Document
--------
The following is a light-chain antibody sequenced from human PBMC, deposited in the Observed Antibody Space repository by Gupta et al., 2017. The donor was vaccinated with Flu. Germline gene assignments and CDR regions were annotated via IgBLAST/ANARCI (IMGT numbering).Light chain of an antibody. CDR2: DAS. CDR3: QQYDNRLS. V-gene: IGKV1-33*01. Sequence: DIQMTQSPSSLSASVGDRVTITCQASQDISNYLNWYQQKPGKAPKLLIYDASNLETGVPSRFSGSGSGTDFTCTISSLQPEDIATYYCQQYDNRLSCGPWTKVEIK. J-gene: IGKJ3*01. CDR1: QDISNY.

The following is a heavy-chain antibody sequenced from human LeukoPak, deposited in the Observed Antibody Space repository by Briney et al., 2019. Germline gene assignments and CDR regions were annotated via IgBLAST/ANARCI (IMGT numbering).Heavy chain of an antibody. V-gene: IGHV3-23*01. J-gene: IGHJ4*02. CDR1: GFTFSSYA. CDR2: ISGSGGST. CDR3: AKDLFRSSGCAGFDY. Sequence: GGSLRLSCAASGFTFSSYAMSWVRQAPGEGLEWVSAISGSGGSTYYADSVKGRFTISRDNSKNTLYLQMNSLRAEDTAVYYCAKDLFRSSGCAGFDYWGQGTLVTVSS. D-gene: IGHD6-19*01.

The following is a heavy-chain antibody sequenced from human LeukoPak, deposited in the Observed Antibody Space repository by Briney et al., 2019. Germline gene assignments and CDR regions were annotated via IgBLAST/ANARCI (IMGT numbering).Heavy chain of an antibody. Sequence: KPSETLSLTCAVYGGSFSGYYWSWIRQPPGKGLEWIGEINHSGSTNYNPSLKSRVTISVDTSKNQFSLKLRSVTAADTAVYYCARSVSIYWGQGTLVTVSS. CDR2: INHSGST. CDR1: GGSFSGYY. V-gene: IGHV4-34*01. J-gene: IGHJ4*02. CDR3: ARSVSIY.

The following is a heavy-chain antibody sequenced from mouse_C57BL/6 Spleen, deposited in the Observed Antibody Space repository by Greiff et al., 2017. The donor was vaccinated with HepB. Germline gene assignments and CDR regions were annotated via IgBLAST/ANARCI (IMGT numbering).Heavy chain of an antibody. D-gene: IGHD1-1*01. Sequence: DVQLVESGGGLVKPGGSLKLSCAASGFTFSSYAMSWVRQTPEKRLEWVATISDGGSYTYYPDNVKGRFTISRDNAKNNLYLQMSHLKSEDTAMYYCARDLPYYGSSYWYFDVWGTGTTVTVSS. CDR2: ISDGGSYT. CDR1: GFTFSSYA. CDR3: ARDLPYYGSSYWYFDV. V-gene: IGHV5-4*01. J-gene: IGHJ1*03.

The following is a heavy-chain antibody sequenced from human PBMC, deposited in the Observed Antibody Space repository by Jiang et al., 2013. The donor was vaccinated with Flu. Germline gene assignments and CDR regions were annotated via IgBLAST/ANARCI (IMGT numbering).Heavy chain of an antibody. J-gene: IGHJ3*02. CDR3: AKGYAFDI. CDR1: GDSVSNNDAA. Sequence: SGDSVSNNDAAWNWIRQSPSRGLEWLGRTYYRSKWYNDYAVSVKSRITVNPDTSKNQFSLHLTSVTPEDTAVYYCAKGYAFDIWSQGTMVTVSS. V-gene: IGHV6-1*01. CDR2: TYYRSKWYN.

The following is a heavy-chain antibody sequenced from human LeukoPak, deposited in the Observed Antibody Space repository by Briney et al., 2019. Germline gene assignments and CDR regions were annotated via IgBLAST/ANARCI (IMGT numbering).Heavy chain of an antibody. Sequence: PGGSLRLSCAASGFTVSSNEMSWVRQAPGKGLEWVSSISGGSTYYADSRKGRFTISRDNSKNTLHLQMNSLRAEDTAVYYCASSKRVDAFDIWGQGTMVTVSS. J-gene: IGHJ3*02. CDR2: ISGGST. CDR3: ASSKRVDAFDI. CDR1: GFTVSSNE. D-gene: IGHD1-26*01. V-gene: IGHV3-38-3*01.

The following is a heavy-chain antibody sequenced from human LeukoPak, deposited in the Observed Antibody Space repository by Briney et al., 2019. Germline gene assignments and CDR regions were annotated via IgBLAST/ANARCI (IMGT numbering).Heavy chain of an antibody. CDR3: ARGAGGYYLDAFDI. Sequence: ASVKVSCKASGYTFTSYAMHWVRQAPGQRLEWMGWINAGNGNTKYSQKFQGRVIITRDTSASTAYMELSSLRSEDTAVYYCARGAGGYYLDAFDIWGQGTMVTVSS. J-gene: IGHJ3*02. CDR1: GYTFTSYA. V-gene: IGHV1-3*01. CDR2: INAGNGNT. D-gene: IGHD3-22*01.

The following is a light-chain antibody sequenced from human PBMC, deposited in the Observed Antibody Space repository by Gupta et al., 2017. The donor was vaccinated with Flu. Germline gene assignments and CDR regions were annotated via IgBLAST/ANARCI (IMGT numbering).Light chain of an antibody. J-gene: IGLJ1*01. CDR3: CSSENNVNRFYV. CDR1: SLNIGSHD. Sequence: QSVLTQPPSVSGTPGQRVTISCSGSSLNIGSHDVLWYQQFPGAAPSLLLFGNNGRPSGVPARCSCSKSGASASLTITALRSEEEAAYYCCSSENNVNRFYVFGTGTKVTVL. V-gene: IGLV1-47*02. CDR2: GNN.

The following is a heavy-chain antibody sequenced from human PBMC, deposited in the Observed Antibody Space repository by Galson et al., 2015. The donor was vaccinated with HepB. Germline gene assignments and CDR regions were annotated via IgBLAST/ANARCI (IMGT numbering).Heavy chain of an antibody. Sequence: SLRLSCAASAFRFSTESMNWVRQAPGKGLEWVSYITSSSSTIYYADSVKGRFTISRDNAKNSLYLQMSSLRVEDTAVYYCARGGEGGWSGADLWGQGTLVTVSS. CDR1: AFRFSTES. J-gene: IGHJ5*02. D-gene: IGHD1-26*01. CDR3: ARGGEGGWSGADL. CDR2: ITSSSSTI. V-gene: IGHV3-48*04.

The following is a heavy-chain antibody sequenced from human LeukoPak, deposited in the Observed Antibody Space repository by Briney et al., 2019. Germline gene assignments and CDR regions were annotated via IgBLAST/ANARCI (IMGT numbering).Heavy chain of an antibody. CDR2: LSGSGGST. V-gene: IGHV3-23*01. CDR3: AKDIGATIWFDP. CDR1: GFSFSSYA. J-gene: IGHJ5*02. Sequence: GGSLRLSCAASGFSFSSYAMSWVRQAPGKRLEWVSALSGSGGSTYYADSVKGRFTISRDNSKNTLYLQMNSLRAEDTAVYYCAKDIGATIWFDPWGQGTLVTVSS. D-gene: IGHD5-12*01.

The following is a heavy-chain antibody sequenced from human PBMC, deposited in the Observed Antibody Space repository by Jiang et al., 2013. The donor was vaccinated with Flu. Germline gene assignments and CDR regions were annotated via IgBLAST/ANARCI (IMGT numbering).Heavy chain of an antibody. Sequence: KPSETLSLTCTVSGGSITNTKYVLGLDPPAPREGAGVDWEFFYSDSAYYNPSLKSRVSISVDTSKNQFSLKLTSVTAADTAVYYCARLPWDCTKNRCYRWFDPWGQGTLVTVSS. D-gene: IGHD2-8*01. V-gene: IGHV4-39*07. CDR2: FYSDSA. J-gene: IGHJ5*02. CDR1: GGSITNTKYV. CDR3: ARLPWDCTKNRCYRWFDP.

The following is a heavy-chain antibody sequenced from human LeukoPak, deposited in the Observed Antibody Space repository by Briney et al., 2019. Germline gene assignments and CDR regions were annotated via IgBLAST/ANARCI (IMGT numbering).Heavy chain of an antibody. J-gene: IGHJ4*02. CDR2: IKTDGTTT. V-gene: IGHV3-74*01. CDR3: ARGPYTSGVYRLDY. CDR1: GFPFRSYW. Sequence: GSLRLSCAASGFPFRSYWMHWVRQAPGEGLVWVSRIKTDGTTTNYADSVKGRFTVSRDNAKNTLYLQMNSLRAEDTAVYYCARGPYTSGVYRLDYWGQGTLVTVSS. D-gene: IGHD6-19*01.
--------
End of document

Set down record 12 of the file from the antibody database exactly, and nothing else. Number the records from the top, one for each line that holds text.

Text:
The following is a heavy-chain antibody sequenced from human LeukoPak, deposited in the Observed Antibody Space repository by Briney et al., 2019. Germline gene assignments and CDR regions were annotated via IgBLAST/ANARCI (IMGT numbering).Heavy chain of an antibody. J-gene: IGHJ4*02. CDR2: IKTDGTTT. V-gene: IGHV3-74*01. CDR3: ARGPYTSGVYRLDY. CDR1: GFPFRSYW. Sequence: GSLRLSCAASGFPFRSYWMHWVRQAPGEGLVWVSRIKTDGTTTNYADSVKGRFTVSRDNAKNTLYLQMNSLRAEDTAVYYCARGPYTSGVYRLDYWGQGTLVTVSS. D-gene: IGHD6-19*01.